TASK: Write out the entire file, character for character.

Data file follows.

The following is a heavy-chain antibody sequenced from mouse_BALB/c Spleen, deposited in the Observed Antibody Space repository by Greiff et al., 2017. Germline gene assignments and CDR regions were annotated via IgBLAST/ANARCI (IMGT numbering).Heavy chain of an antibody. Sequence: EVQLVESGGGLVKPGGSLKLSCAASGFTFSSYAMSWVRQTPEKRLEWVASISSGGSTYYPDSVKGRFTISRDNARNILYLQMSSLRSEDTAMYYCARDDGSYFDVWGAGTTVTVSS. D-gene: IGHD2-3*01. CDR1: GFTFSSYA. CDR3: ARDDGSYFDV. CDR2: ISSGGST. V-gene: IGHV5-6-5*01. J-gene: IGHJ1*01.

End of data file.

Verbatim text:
The following is a heavy-chain antibody sequenced from mouse_BALB/c Spleen, deposited in the Observed Antibody Space repository by Greiff et al., 2017. Germline gene assignments and CDR regions were annotated via IgBLAST/ANARCI (IMGT numbering).Heavy chain of an antibody. Sequence: EVQLVESGGGLVKPGGSLKLSCAASGFTFSSYAMSWVRQTPEKRLEWVASISSGGSTYYPDSVKGRFTISRDNARNILYLQMSSLRSEDTAMYYCARDDGSYFDVWGAGTTVTVSS. D-gene: IGHD2-3*01. CDR1: GFTFSSYA. CDR3: ARDDGSYFDV. CDR2: ISSGGST. V-gene: IGHV5-6-5*01. J-gene: IGHJ1*01.